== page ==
American professional boxer Rocky Marciano retired at the age of 32, with a 49-0 statistics. He is still the only undefeated heavyweight champion after not losing any match in his 8-year-long career between 1947 and 1955. We can say he wanted to finish on top and not risk a sudden defeat in his perfect career. Later Marciano worked as a commentator. He also took part in a film about a fictional fight between him and Muhammad Ali before his sudden death in 1969. The great athlete refused any offer involving his return unlike recent boxers. Mike Tyson had his famous return last year. Floyd Mayweather will also box again this year in an exhibition match as online sportsbooks news in the US were reporting.

6. Jim Brown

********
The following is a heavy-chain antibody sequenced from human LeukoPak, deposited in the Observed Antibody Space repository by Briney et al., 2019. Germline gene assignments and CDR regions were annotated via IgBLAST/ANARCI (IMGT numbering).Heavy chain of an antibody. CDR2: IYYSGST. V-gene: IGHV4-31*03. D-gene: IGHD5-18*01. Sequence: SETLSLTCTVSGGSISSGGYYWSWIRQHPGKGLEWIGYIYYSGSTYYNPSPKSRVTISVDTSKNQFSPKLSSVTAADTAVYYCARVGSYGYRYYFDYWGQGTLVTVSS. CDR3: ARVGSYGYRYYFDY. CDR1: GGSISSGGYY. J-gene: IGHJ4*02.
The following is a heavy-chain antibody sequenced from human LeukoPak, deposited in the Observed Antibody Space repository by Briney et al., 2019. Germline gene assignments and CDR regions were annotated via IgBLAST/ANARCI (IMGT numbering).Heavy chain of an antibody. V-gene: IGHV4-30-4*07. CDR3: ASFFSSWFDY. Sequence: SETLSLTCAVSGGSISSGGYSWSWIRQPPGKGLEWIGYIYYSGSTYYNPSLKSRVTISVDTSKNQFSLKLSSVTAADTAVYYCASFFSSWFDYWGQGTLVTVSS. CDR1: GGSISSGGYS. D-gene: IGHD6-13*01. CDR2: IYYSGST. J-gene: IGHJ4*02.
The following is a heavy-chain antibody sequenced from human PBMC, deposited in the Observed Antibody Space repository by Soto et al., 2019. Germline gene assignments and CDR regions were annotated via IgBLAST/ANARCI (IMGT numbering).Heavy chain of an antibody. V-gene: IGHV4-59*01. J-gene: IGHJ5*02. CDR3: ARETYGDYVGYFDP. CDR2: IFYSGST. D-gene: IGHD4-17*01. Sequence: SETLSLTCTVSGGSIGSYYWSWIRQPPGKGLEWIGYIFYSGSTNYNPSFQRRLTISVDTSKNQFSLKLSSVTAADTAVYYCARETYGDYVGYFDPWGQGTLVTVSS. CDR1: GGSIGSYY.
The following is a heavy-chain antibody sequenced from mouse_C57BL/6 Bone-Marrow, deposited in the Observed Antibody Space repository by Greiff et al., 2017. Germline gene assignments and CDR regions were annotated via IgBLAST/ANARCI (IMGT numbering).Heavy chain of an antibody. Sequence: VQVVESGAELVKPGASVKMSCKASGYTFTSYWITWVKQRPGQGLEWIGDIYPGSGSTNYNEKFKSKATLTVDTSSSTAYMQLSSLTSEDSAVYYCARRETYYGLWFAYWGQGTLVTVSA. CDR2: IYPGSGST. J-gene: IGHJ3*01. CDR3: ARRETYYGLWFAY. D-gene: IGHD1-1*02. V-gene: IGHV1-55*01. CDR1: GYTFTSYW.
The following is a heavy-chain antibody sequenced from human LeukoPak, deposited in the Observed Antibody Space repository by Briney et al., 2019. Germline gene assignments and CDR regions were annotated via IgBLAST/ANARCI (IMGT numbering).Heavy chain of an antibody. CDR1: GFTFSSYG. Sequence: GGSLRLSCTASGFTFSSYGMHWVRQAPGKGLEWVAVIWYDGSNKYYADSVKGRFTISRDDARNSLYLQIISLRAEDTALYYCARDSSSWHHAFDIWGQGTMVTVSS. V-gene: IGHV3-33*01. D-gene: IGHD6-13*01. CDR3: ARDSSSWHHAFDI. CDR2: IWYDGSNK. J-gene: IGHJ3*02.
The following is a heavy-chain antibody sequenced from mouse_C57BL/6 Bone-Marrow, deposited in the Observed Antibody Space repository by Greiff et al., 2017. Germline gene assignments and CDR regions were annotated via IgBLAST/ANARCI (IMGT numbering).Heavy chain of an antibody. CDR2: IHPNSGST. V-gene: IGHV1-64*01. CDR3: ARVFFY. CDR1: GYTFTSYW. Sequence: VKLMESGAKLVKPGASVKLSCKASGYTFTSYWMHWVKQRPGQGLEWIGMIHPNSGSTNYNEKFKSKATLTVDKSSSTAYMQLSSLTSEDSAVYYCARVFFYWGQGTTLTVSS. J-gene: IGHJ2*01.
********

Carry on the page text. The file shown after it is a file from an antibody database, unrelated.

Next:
One of the greatest American football players of all time, Jim Brown chose acting instead of football at the age of 29. By then he had achieved almost everything with his team, the Cleveland Browns. He appeared in the Pro Bowl all of his nine seasons between 1957 to 1965. He led the league in rushing nine times and was MVP on four occasions. Brown won the NFL championship with the Browns in 1964 and announced his retirement the following year. While his acting career wasn’t so successful but he definitely left his mark on the sport for long decades. Unlike his team, Browns which couldn’t win any more titles since but at least they reached the playoff this season. They lost against Kansas City in the divisional playoff who are favored to win the Super Bowl by online gambling sites in the US.